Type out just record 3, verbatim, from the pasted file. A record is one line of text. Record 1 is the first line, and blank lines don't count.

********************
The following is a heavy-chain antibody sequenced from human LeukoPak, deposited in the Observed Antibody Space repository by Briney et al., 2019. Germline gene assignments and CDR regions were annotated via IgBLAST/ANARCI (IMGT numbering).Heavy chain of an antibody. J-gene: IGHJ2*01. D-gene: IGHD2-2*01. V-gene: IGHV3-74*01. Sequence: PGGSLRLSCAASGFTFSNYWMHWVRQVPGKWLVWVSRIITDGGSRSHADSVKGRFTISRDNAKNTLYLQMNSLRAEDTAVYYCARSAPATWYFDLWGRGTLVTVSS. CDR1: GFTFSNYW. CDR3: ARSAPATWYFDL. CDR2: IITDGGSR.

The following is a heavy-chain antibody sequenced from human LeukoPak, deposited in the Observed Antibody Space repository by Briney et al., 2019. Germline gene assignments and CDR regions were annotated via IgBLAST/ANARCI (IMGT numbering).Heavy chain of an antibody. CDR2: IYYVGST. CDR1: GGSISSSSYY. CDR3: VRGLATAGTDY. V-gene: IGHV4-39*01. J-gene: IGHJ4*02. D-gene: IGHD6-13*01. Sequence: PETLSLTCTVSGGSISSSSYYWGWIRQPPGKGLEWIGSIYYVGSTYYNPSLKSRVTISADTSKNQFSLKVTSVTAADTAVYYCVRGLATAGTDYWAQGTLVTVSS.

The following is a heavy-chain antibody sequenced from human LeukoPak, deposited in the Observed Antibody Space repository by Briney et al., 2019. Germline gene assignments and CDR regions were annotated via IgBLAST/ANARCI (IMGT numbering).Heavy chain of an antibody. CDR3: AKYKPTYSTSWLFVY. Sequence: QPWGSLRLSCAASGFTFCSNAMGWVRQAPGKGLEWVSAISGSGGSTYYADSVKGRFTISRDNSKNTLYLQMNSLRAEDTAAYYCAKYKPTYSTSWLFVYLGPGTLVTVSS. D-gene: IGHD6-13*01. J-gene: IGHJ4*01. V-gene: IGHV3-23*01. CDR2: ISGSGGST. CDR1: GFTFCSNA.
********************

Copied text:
The following is a heavy-chain antibody sequenced from human LeukoPak, deposited in the Observed Antibody Space repository by Briney et al., 2019. Germline gene assignments and CDR regions were annotated via IgBLAST/ANARCI (IMGT numbering).Heavy chain of an antibody. CDR3: AKYKPTYSTSWLFVY. Sequence: QPWGSLRLSCAASGFTFCSNAMGWVRQAPGKGLEWVSAISGSGGSTYYADSVKGRFTISRDNSKNTLYLQMNSLRAEDTAAYYCAKYKPTYSTSWLFVYLGPGTLVTVSS. D-gene: IGHD6-13*01. J-gene: IGHJ4*01. V-gene: IGHV3-23*01. CDR2: ISGSGGST. CDR1: GFTFCSNA.